Folklore and Literary Traditions in the Comic Opera by Catherine the Great

Although Catherine the Great’s plays attracted academic research, her opera komičeskajaFevei, Novgorodskoj bogatyr′ Boeslaevič, Xrabroj i smeloj vitjaz′ Axrideič (Ivan Carevič), and Gorebogatyr′ Kosometovič,—remain largely undiscussed, and in Simon Karlinsky’s Russian Drama from Its Beginning to the Age of Puškin (1985) they are only mentioned. They were written and beautifully staged in St. Petersburg and Carskoe Selo in 1786–89 with the pivotal participation of Catherine’s secretary M. V. Xrapovickij.

This analysis will draw from all four works and focus on Xrabroj i smeloj vitjaz′ Axrideič (Ivan Carevič) and Gorebogatyr′ Kosometovič. I will discuss the two sources of the text, namely the folklore tradition (including the genres of the epic, tale, and song), which constitutes their core and the influence of eighteenth-century poetry and drama (e.g. Vasilij Tred′jakovskij and Aleksandr Sumarokov). The question of co-authorship in Catherine’s plays will also be addressed.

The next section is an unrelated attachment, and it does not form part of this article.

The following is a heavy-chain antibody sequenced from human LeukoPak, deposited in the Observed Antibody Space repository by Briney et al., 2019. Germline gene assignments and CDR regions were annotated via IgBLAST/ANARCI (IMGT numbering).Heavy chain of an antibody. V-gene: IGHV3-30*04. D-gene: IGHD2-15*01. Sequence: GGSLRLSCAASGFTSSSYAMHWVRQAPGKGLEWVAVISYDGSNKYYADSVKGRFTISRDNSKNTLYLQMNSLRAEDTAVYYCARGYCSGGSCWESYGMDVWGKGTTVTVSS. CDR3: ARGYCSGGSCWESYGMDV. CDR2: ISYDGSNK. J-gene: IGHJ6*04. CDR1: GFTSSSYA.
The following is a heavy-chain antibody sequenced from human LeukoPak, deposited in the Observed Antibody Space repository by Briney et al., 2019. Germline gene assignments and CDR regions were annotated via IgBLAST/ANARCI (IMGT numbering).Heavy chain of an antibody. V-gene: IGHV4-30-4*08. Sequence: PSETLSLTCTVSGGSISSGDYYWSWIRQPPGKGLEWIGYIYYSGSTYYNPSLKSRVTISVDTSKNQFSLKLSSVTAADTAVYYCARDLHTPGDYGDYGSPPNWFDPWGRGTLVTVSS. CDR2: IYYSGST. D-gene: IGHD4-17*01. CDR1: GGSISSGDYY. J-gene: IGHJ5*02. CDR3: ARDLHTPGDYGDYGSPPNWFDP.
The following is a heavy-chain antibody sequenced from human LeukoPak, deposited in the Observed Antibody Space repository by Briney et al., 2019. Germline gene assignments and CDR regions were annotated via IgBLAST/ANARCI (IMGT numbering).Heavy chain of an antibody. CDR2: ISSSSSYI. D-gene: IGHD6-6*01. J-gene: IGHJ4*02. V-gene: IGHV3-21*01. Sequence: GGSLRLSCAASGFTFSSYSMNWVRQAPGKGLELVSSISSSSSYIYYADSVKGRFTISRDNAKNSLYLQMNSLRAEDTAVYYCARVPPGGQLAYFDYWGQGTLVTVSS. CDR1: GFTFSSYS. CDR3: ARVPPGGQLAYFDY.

Catherine’s comic operas were the first attempts to create literary tales/epics and stage them at imperial theaters. Their influence on literary tradition (e.g. Gavrila Deržavin, Ivan Krylov, etc.) and the development of performing arts in Russia should not be underestimated.